Status:
Resolved
Health advisory:
160002
Date Issued:
12 Feb 2016 - updated 6 June 2016
Issued by:
Dr Charles Guest, Chief Health Officer, Victoria
Issued to:
Health professionals

Key messages

  • Zika virus infection is caused by a flavivirus, similar to the tropical infection dengue. Zika virus has spread to over 25 countries.
  • There is scientific consensus that pregnant women who become infected with the Zika virus can transmit the disease to their unborn babies.
  • There is no evidence local mosquitoes can transmit the infection between people so the risk that Zika virus could be introduced into Victoria and establish in local mosquitoes is low.
  • Advise pregnant women and women trying to get pregnant to consider postponing travel to any country with active Zika virus transmission.
  • Advise travellers to follow recommendations to avoid mosquito bites when travelling in overseas countries where there is a risk of any mosquito-borne disease.
  • Consider testing for Zika virus infection if there has been a compatible illness with symptom onset within two weeks of returning from an area with active Zika virus transmission.
  • Refer pregnant women who have travelled to a country with active Zika virus transmission and who have had relevant symptoms to their general practitioner or obstetrician for advice and counselling.

What is the issue?

Due to the rapid spread of Zika virus around the world and concerns about a temporal and geographical association between an observed increase in congenital microcephaly and outbreaks of Zika virus infection, the World Health Organisation declared a Public Health Emergency of International Concern on 1 February 2016. 

Who is at risk?

Anyone travelling to a country where there is active Zika virus transmission is at risk of Zika virus infection.

Until more is known, the Department recommends people planning travel to countries with active Zika transmission, or returning from those countrues, take certain precautions:

  • Pregnant women in any trimester and women who are trying to get pregnant should consider postponing travel to countries with active Zika virus transmission.
  • All travellers should take steps to avoid mosquito bites whilst travelling in affected countries.
  • People experiencing an illness compatible with Zika virus infection with symptom onset within two weeks of travel to a country with active Zika virus transmission, should seek medical advice and be considered for testing for Zika virus in addition to other causes of fever in a returned traveller, such as malaria and dengue.
  • Pregnant women who are well and have returned from a country with active Zika virus transmission should seek medical advice and be considered for testing for Zika virus exposure.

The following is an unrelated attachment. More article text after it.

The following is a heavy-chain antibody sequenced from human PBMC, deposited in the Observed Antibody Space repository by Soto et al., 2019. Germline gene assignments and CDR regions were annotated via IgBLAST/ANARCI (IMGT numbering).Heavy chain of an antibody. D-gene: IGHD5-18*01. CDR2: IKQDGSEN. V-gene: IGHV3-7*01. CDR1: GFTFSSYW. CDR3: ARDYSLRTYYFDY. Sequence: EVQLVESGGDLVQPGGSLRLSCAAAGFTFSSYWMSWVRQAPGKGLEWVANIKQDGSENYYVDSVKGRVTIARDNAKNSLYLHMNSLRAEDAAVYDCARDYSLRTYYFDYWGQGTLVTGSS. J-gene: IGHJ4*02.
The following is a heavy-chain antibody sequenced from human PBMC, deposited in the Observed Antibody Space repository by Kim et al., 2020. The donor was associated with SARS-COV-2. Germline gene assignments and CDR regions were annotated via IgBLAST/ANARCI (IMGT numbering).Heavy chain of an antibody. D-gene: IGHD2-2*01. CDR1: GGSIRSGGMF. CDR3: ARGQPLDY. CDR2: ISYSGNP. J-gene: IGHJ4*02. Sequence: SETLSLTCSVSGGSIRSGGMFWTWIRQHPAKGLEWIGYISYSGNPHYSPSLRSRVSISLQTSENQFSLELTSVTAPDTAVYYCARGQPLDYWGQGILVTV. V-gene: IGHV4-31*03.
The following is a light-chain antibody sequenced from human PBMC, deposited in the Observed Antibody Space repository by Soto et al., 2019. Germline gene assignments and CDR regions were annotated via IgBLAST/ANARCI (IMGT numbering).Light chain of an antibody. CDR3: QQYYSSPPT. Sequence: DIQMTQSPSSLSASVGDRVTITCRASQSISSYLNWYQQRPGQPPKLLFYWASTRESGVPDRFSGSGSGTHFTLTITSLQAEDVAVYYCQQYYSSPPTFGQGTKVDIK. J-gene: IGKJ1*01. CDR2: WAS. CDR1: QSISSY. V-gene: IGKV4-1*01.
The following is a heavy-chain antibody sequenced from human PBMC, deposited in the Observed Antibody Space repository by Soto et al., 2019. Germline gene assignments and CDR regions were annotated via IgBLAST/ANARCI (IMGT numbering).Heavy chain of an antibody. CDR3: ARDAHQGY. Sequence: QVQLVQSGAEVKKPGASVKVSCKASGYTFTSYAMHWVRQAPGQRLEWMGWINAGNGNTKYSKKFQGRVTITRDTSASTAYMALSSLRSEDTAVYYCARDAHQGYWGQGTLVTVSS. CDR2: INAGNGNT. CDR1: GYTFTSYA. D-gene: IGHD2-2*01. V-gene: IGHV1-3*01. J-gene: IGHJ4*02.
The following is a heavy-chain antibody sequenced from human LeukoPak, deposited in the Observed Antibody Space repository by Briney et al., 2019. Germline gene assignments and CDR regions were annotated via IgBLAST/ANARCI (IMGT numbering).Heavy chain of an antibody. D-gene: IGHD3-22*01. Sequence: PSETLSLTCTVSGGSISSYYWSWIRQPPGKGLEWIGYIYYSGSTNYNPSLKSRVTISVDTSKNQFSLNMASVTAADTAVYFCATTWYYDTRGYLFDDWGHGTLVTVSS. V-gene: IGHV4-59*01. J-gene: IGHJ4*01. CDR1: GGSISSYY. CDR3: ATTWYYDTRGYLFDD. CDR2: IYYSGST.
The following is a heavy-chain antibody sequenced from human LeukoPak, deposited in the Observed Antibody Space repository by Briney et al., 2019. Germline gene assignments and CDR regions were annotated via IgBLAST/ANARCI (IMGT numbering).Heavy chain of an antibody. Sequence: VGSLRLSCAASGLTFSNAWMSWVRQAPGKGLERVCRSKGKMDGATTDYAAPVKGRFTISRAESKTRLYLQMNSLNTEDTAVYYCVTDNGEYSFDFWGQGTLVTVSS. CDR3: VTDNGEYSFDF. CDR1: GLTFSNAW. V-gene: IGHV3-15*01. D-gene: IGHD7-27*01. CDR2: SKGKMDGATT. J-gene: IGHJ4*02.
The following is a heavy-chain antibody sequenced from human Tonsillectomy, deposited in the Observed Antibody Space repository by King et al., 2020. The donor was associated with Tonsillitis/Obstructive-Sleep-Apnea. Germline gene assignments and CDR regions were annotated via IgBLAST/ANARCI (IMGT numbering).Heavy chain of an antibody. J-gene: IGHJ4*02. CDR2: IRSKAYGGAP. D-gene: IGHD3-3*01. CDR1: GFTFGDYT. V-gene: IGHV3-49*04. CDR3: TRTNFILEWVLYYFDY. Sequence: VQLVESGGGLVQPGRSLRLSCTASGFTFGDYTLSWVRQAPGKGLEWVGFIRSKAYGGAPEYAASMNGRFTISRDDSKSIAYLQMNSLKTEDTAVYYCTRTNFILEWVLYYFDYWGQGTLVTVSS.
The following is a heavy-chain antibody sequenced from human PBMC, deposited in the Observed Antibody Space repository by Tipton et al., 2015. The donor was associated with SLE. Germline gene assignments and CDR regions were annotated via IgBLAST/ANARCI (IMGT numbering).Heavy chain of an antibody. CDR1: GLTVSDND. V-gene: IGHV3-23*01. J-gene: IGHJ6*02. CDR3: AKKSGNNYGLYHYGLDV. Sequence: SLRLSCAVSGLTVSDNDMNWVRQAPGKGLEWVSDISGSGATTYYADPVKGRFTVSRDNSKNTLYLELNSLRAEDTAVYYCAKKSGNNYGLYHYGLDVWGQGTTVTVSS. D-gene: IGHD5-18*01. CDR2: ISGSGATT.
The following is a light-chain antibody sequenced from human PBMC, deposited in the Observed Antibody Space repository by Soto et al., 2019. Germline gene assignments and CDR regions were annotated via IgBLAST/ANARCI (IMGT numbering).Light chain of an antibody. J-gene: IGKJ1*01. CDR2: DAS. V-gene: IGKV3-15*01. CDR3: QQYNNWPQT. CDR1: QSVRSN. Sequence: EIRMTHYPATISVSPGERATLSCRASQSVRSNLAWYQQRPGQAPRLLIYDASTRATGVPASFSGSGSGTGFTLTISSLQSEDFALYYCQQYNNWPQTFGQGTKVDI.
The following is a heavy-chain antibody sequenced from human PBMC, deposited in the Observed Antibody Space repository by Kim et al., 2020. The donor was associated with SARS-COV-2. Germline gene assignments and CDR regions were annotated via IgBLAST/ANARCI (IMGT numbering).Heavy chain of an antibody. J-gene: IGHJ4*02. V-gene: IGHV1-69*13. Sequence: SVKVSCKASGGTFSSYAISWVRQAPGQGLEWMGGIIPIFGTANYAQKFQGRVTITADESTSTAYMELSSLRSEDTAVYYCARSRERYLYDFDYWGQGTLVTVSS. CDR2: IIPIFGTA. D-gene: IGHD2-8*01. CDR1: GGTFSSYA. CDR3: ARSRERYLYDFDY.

There is strengthening evidence of an association between Zika infection and the occurrence of foetal malformations including microcephaly. There is also emerging evidence of an increase in neurological disorders after Zika virus infection, such as Guillain-Barre Syndrome.

The Australian Government is maintaining an up to date list of countries with epidemiological evidence of active Zika virus transmission within the past two months, based on nationally agreed criteria.

Symptoms and transmission

Zika virus is spread through the bite of mosquitoes of the genus Aedes, especially Ae. aegypti and potentially Ae. albopictus (the Asian tiger mosquito). Ae. aegypti is found in central and northern Queensland but is not known to be found in other parts of Australia. At this stage, there has been no local transmission of Zika virus in Australia, nor evidence of Zika virus in mosquitoes in Australia.

Zika virus infection is often asymptomatic. Only around 1 in 5 people infected with Zika virus will develop symptoms. When symptoms do develop, it takes 3-12 days after exposure, they are usually mild, and last for several days up to a week. For those who display symptoms, two or more of the following is consistent with clinical Zika virus infection: acute onset of fever, maculopapular rash, arthralgia or conjunctivitis with symptom onset within two weeks of travel to a country with active Zika virus transmission.

Zika virus is primarily transmitted through mosquito bites. There is increasing evidence that transmission can occur from mother to baby during pregnancy and through sexual intercourse. Zika virus has been found in the semen of men with symptomatic Zika virus infection; however the duration of persistence in the semen is currently unknown.

Men who have travelled to areas with ongoing Zika virus transmission should take the following precautions:

  • Men who have travelled to areas with ongoing Zika virus transmission whose partner is pregnant should abstain from sexual activity (vaginal, anal, or oral) or consistently use condoms for the duration of the pregnancy, whether symptomatic or asymptomatic.